The MHA gave the authorisation under 69 (1) of the Information Technology Act, 2000 which says that the Central government can direct any agency after it is satisfied that it is necessary or expedient to do so in the “interest of the sovereignty or integrity of India, defence of India, security of the state, friendly relations with foreign states or public order or for preventing incitement to the commission of any cognizable offence relating to above or for investigation of any offence.”


Miscellaneous

  1. may infuse ₹2,345 cr. more in debt-laden Air India (AI) and a separate sum of ₹1,300 crore for a special purpose vehicle (SPV) which houses the national carrier’s debt and non-core assets.
  2. Panel to review issues start-ups face on tax – CBDT said that an expert committee will be set up to look into all the taxation issues being faced by start-ups and angel investors. Start-ups are going to bring lot of innovation to the country and therefore, have to be supported in every possible manner.
  3. China looks to India as key market – As its trade war with the U.S. intensifies, China has started looking at India as a major market to sell its products and machinery. However, Indian companies want China to share its technology and even partner with them in its growth story rather than treating India purely as a market of its products.

(MAINS FOCUS)


SCIENCE AND TECHNOLOGY

TOPIC:General studies 2 and 3

  •  Important aspects of governance, social justice
  • Justice System
  • Science and Technology
  • Awareness in biotechnology
  • Security issues

DNA Technology (Use and Application) Regulation Bill, 2018

Introduction

  • The draft DNA Technology (Use and Application) Regulation Bill has been by the Union Cabinet.
  • It aims to create a national DNA database for solving crimes (offences under the Indian Penal Code) and also civil matters such as parentage disputes, emigration or immigration, and transplantation of human organs etc.
  • It aims for expanding the application of DNA-based forensic technologies to support and strengthen the justice delivery system of the country.
  • The Bill seeks to ensure that DNA test results are reliable and the data remain protected from misuse or abuse in terms of the privacy rights of our citizens.

The below editorial assesses whether the draft Bill is better in present form or it requires changes.

Do you know?

  • The utility of DNA based technologies for solving crimes, and to identify missing persons, is well recognized across the world.
  • The genes encoded in deoxyribonucleic acid (DNA), which can be collected from blood, hair, skin cells and other such bodily substances, have undoubtedly proven to be an important tool in forensic science.
  • Much like fingerprints, a person’s DNA profile is unique (except in the case of identical twins) and can, therefore, help in establishing the identity of, say, a suspect.
  • Across the world, the use of DNA evidence has helped exonerate a number of innocent people from wrongful conviction, and has also helped find the guilty party in complex investigations.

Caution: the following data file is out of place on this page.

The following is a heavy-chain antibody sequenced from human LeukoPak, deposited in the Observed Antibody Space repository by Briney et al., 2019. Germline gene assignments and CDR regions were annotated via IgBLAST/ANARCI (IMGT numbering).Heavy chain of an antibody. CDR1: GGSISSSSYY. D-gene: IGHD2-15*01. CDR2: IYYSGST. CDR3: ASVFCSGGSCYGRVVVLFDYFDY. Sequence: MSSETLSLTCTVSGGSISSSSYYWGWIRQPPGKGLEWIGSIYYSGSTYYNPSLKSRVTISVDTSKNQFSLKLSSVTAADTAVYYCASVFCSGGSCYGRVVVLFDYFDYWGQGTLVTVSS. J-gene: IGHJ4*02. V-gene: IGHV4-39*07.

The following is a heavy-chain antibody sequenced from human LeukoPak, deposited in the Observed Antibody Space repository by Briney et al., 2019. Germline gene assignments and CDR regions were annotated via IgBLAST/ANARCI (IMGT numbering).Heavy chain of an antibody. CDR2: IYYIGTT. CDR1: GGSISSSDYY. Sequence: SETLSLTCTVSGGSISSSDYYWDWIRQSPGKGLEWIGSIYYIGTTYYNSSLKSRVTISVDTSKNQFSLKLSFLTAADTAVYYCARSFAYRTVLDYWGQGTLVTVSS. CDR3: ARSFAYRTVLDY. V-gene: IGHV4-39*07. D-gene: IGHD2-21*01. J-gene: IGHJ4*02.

• Code of Criminal Procedure in 2005 authorises investigating officers of a crime to collect a DNA sample from an accused with the help of a medical practitioner.

Concerns with the draft Bill

  • The draft statute not only disregards the serious ethical dilemmas that are attendant to the creation of a national DNA database, but also, contrary to established wisdom, virtually treats DNA as infallible, and as a solution to the many problems that ail the criminal justice system.
  • Any infringement of civil liberties, caused by an almost indiscriminate collection of DNA, is seen as a legitimate trade-off made in the interests of ensuring superior justice delivery.
  • Creating large databases is often not a cost-effective way to solve more crimes, and limited resources must be targeted effectively.
  • Bill fatally ignores the disproportionality of the DNA bank that it seeks to create, and the invasiveness of its purport and reach, imposes a Faustian bargain on the citizen.

*Faustian bargain – Faust, in the legend, traded his soul to the devil in exchange for knowledge. To “strike a Faustian bargain” is to be willing to sacrifice anything to satisfy a limitless desire for knowledge or power.

  • The proposed law is not only decidedly vague on how it intends to maintain this DNA Bank, but it also conflates its objectives by allowing the collection of DNA evidence not only in aid of criminal investigations but also to aid the determination of civil disputes.
  • Moreover, while consent is not required before bodily substances are drawn from a person accused and arrested for an offence punishable with either death or imprisonment for a term exceeding seven years, in all other cases a person refusing to part with genetic material can be compelled to do so if a Magistrate has reasonable cause to believe that such evidence would help establish a person’s guilt. Therefore, there’s no end to the state’s power in coercing a person to part with her DNA.

The way ahead:

  • The proposed Bill should provide a constitutionally sustainable model.
  • Any meaningful right to privacy should include protection over the physical body. (Justice K.S. Puttaswamy (Retd) v. Union of India Judgment)
  • In India, even illegally obtained evidence is admissible in a court of law, so long as the relevance and genuineness of such material can be established.
  • The Bill’s failure to place sufficient checks on the use of DNA evidence collected in breach of the law makes the process altogether more frightening.
  • It’s been reported previously that the Centre for DNA Fingerprinting and Diagnostics, whose director will occupy an ex officio place in the DNA Regulatory Board, already seeks information on a person’s caste during the collection of genetic material. One hardly needs to spell out the dangers inherent in gathering such data.